Bruce, thanks for pointing out the different aspects of “literal” interpretation. I wasn’t being precise in my use, for sure. More taking the common usage. I agree that the unseen (ie, spiritual) is very, very real. In fact, it is the reality, and what we physically perceive is temporary shadow.

  2. Jon says:

    Just to clarify, you mentioned that Genesis 1 is set apart in style. Does that mean you take Genesis 2 and 3 literally? The reason I ask is because I think there are some theistic evolutionists who still believe in the special creation of humans.

    • jim0211 says:

      Great question, Jon. I was really talking about literary style, rather than literal or figurative interpretation. The intention of pointing the change out was not to categorize either section of text, but to suggest that they can be considered separately. But to answer your question: No, I do not take Genesis 2 and 3 literally.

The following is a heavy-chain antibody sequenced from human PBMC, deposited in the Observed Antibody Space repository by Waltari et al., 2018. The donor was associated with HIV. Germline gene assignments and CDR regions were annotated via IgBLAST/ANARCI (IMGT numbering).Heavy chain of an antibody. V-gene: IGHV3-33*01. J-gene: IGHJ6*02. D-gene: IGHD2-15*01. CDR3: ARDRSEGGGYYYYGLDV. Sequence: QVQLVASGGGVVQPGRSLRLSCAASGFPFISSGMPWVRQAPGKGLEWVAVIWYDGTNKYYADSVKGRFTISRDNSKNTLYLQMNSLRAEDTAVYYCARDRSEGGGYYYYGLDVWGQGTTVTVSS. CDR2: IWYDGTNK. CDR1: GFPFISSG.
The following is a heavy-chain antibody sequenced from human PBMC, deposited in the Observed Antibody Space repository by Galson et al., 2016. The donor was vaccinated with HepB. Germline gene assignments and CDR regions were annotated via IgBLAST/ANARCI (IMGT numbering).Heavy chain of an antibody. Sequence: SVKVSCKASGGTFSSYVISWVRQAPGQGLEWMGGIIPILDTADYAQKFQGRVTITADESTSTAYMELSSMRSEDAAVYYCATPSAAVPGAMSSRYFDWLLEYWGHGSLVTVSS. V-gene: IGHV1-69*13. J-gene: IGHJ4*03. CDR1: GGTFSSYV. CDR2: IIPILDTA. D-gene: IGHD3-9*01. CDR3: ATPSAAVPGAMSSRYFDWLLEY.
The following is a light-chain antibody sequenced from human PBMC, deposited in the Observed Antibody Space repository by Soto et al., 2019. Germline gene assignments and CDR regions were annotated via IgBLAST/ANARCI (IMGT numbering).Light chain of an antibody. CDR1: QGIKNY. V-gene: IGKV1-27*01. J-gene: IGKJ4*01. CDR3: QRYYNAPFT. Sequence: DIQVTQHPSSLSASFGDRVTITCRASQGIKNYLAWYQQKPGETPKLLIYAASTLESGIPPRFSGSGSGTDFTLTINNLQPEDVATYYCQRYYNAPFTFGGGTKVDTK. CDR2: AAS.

3. “In the Old Testament, God communicated supernaturally through prophets, and such communication was almost always figurative.” Please provide examples. If you’re leaning to chose the major or minor prophet books, I would warn you not to because Genesis 1 does not follow the bicolon, tricolon and quadcolon pattern of Hebrew poetry that prophecy usually follows.

    • jim0211 says:

      Thanks for the perspective, Graham. I would point to the prophetic books, as well as passages such as Numbers 12:6, but perhaps more like the retrospective figurative narrative of Ezekiel 16, rather than poetry. You point out that prophecy “usually” follows one of those poetic styles, so lack of such use wouldn’t seem to necessarily prove anything. On the other hand, I’m not familiar with those terms, so perhaps am missing something.

  4. What is the difference between Exodus 20:11 and Exodus 31:17

    • jim0211 says: